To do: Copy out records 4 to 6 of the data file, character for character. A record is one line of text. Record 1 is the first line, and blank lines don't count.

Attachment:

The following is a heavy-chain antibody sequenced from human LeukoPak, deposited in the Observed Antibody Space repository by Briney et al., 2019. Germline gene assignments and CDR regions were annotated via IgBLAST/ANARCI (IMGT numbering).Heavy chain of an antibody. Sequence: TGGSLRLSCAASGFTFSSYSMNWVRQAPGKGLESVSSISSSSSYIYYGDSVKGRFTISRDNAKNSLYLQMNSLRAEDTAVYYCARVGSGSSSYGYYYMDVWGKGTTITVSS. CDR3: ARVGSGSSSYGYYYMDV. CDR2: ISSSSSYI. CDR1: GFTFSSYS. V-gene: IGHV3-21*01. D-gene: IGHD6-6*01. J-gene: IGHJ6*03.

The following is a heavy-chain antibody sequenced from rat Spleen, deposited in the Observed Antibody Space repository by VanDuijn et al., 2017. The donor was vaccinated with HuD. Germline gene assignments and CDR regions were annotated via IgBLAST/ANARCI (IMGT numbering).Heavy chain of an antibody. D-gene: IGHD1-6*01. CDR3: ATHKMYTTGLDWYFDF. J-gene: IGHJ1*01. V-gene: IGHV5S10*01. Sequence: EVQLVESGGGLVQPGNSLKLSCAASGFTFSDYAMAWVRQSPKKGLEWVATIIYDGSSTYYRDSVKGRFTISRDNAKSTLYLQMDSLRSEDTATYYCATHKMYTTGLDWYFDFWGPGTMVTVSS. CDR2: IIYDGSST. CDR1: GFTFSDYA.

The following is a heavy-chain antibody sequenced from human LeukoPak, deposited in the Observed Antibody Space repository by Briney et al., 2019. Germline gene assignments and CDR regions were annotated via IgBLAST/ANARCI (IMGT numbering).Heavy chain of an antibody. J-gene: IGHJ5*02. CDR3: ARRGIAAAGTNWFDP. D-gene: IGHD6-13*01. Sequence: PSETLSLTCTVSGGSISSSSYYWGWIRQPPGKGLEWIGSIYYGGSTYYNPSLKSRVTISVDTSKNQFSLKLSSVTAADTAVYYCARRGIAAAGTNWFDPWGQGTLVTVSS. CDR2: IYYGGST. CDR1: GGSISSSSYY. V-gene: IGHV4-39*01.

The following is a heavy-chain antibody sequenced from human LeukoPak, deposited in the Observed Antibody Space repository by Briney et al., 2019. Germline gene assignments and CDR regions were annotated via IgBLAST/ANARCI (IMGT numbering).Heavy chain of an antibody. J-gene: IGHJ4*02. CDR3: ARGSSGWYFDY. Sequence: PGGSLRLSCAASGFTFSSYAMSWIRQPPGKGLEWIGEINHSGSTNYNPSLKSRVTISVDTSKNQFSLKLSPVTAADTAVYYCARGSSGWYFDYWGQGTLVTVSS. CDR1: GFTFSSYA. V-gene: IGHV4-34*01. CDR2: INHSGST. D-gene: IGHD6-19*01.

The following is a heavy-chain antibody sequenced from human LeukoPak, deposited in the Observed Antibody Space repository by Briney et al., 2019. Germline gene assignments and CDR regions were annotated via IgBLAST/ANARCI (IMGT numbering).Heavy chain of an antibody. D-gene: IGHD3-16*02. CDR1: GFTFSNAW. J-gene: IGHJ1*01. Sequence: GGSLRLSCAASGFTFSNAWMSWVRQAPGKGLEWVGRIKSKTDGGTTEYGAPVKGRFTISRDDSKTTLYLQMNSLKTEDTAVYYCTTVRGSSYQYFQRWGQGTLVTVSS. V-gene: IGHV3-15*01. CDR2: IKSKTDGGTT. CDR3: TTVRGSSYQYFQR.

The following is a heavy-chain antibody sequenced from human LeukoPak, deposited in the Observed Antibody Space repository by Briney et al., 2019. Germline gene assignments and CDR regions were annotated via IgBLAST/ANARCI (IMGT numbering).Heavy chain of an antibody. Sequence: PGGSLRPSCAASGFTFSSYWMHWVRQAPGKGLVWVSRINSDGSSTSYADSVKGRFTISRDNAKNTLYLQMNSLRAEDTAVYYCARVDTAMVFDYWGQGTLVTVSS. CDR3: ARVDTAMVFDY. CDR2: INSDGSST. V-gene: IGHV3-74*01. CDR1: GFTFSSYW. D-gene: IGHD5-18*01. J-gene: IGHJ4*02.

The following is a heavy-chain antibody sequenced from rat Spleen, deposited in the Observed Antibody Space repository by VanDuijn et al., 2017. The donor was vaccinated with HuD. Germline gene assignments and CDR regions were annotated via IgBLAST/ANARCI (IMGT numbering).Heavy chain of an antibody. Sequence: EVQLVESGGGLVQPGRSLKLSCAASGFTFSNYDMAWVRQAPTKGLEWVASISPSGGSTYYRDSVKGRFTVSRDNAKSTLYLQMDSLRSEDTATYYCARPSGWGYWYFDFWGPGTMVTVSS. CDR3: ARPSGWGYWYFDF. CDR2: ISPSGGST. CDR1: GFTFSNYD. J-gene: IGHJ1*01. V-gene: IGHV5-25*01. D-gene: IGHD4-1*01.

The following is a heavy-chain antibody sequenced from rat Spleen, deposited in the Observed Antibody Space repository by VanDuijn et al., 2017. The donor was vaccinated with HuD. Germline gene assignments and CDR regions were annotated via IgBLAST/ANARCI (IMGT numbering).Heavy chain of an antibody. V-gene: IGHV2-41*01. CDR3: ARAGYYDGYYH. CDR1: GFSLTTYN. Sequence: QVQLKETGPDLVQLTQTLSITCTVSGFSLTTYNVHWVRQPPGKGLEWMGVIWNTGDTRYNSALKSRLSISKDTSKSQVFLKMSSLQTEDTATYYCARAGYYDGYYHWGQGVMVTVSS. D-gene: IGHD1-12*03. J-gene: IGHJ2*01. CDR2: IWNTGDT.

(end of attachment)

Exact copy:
The following is a heavy-chain antibody sequenced from human LeukoPak, deposited in the Observed Antibody Space repository by Briney et al., 2019. Germline gene assignments and CDR regions were annotated via IgBLAST/ANARCI (IMGT numbering).Heavy chain of an antibody. J-gene: IGHJ4*02. CDR3: ARGSSGWYFDY. Sequence: PGGSLRLSCAASGFTFSSYAMSWIRQPPGKGLEWIGEINHSGSTNYNPSLKSRVTISVDTSKNQFSLKLSPVTAADTAVYYCARGSSGWYFDYWGQGTLVTVSS. CDR1: GFTFSSYA. V-gene: IGHV4-34*01. CDR2: INHSGST. D-gene: IGHD6-19*01.

The following is a heavy-chain antibody sequenced from human LeukoPak, deposited in the Observed Antibody Space repository by Briney et al., 2019. Germline gene assignments and CDR regions were annotated via IgBLAST/ANARCI (IMGT numbering).Heavy chain of an antibody. D-gene: IGHD3-16*02. CDR1: GFTFSNAW. J-gene: IGHJ1*01. Sequence: GGSLRLSCAASGFTFSNAWMSWVRQAPGKGLEWVGRIKSKTDGGTTEYGAPVKGRFTISRDDSKTTLYLQMNSLKTEDTAVYYCTTVRGSSYQYFQRWGQGTLVTVSS. V-gene: IGHV3-15*01. CDR2: IKSKTDGGTT. CDR3: TTVRGSSYQYFQR.

The following is a heavy-chain antibody sequenced from human LeukoPak, deposited in the Observed Antibody Space repository by Briney et al., 2019. Germline gene assignments and CDR regions were annotated via IgBLAST/ANARCI (IMGT numbering).Heavy chain of an antibody. Sequence: PGGSLRPSCAASGFTFSSYWMHWVRQAPGKGLVWVSRINSDGSSTSYADSVKGRFTISRDNAKNTLYLQMNSLRAEDTAVYYCARVDTAMVFDYWGQGTLVTVSS. CDR3: ARVDTAMVFDY. CDR2: INSDGSST. V-gene: IGHV3-74*01. CDR1: GFTFSSYW. D-gene: IGHD5-18*01. J-gene: IGHJ4*02.